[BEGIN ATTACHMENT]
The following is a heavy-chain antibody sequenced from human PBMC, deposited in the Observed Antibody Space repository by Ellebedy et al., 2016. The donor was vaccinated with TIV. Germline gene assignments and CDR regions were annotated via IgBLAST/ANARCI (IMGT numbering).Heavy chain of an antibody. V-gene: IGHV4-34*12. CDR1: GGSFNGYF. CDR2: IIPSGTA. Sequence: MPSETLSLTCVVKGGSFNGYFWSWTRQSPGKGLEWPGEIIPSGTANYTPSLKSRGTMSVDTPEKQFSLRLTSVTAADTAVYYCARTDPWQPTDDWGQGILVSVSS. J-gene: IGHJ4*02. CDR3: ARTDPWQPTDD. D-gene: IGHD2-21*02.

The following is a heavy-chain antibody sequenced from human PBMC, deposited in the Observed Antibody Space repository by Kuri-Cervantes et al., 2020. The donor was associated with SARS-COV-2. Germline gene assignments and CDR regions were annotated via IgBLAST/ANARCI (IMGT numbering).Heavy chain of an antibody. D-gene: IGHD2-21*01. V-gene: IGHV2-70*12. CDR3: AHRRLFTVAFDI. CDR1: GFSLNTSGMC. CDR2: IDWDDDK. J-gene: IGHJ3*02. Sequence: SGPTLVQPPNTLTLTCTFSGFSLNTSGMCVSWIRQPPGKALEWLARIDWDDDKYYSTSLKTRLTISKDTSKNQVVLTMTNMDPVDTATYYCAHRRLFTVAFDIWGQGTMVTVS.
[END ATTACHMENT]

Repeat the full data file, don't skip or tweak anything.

The following is a heavy-chain antibody sequenced from human PBMC, deposited in the Observed Antibody Space repository by Ellebedy et al., 2016. The donor was vaccinated with TIV. Germline gene assignments and CDR regions were annotated via IgBLAST/ANARCI (IMGT numbering).Heavy chain of an antibody. V-gene: IGHV4-34*12. CDR1: GGSFNGYF. CDR2: IIPSGTA. Sequence: MPSETLSLTCVVKGGSFNGYFWSWTRQSPGKGLEWPGEIIPSGTANYTPSLKSRGTMSVDTPEKQFSLRLTSVTAADTAVYYCARTDPWQPTDDWGQGILVSVSS. J-gene: IGHJ4*02. CDR3: ARTDPWQPTDD. D-gene: IGHD2-21*02.

The following is a heavy-chain antibody sequenced from human PBMC, deposited in the Observed Antibody Space repository by Kuri-Cervantes et al., 2020. The donor was associated with SARS-COV-2. Germline gene assignments and CDR regions were annotated via IgBLAST/ANARCI (IMGT numbering).Heavy chain of an antibody. D-gene: IGHD2-21*01. V-gene: IGHV2-70*12. CDR3: AHRRLFTVAFDI. CDR1: GFSLNTSGMC. CDR2: IDWDDDK. J-gene: IGHJ3*02. Sequence: SGPTLVQPPNTLTLTCTFSGFSLNTSGMCVSWIRQPPGKALEWLARIDWDDDKYYSTSLKTRLTISKDTSKNQVVLTMTNMDPVDTATYYCAHRRLFTVAFDIWGQGTMVTVS.